Spectroscopy influences nanoscale electronics design

Materials World magazine
1 Nov 2007

The impact of the edges of metallic thin films on their magnetic properties has been probed by scientists at the National Institute of Standards and Technology (NIST) in Gaithersburg, USA, in conjunction with IBM and MIT. These results could influence the design of nanoscale electronics.

Ferromagnetic thin films are used in microelectronic devices such as computer hard drives. As electronic components get smaller, the edges of the thin films become a larger fraction of the surface, making it more important to define their properties – a process that had not previously been carried out, says NIST.

‘Before we started this project, we didn’t even have a vocabulary to describe the magnetic properties of film edges,’ says Dr Robert McMichael of NIST.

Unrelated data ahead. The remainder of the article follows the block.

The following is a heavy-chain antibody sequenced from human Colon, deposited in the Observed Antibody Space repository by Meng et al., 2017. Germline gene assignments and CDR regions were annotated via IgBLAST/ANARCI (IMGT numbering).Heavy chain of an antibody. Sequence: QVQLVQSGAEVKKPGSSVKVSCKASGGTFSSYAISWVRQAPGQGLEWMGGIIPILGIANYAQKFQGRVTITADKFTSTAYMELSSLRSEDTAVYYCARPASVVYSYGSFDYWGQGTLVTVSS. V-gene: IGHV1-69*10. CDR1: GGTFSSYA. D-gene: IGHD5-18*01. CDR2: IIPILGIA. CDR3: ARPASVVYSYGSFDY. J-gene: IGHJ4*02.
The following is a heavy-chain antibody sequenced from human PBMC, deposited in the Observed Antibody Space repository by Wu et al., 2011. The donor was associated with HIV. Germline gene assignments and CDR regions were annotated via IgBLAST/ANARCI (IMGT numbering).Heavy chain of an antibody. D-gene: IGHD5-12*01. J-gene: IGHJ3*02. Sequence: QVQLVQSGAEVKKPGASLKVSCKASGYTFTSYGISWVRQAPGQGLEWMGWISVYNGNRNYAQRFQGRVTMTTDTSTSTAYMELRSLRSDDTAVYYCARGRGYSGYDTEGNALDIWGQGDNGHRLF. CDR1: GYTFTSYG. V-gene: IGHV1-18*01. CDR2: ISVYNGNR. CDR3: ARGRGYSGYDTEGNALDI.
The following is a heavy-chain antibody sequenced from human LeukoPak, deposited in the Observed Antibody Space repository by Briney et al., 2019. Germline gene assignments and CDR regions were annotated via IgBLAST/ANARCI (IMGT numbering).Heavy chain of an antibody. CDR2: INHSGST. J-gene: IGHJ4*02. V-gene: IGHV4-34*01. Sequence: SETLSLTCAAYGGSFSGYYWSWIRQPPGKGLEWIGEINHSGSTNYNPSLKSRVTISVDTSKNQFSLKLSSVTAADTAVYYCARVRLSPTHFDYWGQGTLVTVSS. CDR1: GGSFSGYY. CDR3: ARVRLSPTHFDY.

Using a spectroscopic technique, researchers beamed microwaves of different frequencies over the edges of a 10-65nm thick nickel-iron alloy that was layered on an array of parallel nanowires on top of a silicon disk. By measuring the resultant resonances, the team could compare the magnetic behaviours of the edges to the film’s centre.

‘There is a low-field region near the edge due to demagnetisation fields that oppose the applied field,’ says McMichael. ‘Consequently, the edge’s resonances occurs at a lower frequency [than in the centre].’

This could help predict the behaviour of magnetic structures when they are scaled down to the nanoscale.


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